Organizations support Black Lives Matter through participation in Late Night

By Emily Cousins | Staff Writer, Video by BrenShavia Jordan | Broadcast Reporter

Baylor organizations used their platform at Late Night to support Black Lives Matter and stand in solidarity with Jacob Blake, a Black man who was recently paralyzed by police.

Aurora, Colo. junior Sam Onilenla, executive board member for Phi Beta Sigma, had the idea to have a demonstration at Late Night. Many organizations had their own Zoom rooms, and students could click the link to join the call and learn more about the organizations.

Phi Beta Sigma shared its screen with students who joined the Zoom call, Onilenla said.

“It’s going to have a picture of us, we took the photo today there’s like five of us and it’s going to have the message we wrote last night, and it’s going to have the link in the comment section for voter registration, Black Lives Matter and Baylor medical services, mental health services and the Jacob Blake link because a lot of people don’t know what happened,” Onilenla said.

The message to students was written by San Antonio sophomore and vice president pro tempore of Baylor Democrats Alice Shelly, Shreveport, Louisiana sophomore and president pro tempore of Baylor Democrats Veronica Penales and Onilenla. It challenges students to think about if the way they spend their time reflects their morals.

“To put your time and effort into these organizations, you must believe in something greater. It takes a group of people with the same ideals to want to create an impact on the community. Investigate the organizations you are considering prior to joining to make sure you are committed before offering your time. Going back to life as normal suggests passivity. Bringing awareness to the situation is not enough anymore and to create change, we must be the first ones to initiate it,” the statement said.

Onilenla said he hopes that this demonstration will lead to a greater sense of unity in the student body.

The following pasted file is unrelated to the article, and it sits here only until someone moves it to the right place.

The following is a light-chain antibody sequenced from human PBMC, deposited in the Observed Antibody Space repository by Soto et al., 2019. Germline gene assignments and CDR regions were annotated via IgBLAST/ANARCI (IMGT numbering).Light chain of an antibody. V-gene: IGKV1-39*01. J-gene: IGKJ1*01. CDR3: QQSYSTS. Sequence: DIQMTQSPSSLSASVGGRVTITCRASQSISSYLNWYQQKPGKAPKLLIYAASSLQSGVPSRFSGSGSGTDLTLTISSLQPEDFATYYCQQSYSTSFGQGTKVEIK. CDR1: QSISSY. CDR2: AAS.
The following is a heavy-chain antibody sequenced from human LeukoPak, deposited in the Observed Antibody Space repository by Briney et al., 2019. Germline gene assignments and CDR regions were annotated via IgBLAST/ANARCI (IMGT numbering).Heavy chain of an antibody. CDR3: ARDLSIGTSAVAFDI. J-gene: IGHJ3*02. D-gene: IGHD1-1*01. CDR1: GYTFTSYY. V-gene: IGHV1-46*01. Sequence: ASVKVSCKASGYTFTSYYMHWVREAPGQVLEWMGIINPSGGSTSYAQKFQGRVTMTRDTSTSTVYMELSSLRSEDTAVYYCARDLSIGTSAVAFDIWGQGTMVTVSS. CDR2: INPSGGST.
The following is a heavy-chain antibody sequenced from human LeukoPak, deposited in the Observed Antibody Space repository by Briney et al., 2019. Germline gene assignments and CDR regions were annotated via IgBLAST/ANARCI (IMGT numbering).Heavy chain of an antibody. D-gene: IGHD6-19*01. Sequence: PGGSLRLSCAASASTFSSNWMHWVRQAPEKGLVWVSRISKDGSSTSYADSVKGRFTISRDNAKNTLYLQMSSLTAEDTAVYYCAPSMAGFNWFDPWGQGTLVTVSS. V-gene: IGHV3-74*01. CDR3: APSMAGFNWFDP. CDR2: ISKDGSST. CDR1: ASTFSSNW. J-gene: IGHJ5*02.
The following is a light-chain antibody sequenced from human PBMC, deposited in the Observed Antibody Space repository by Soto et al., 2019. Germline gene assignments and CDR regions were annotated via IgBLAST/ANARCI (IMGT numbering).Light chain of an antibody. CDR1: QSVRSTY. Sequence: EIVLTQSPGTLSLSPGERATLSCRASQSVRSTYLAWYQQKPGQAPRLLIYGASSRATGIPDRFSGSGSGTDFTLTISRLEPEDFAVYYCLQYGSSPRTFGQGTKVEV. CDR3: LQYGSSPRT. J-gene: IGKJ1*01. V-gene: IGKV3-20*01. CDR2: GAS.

“We can’t do this alone. We’ve tried to do this alone for so long, but people are not listening,” Onilenla said. “It takes our counterparts. It takes our fellow peers to raise their voices too … I just hope it just starts something bigger.”

Houston senior Chika Ihenakwe said Black Lives Matter is an important movement to support because racism affects all Black people in America, even those born in different countries.

“Even if it didn’t affect us, this is a human rights issue, so it’s very important that we use our platform at Late Night to create an awareness,” Ihenakwe said.

The message needs to continue to get through to Baylor students, Austin senior Elijah Gifford, president of Kappa Alpha Psi, said.

“Baylor being a predominantly white institution, it’s hard for a lot of the main population at Baylor to understand, to truly understand what’s going on … It’d be great if these orgs can get involved and just … sit and actually become interested and learn what’s really going on,” Gifford said. “I just hope that people can learn because there’s a lot of ignorance out there, which is causing the conflict.”

Gifford said he would like to see more direct action taken by Baylor to support Black Lives Matter. Baylor has so far promised to require diversity training, continue to prioritize diversity when hiring faculty and staff, treat all members of the Baylor community with respect and has set up a commission to discuss Baylor’s history and evaluate the presence of statues, monuments and buildings on campus.

“You can say that there’s a problem and we want to fix it rather than saying we stand with you,” Gifford said. “You’re not saying Black lives matter, you’re saying that you’re here with us and listening. If you’re listening and you still can’t hear us, that’s a problem.”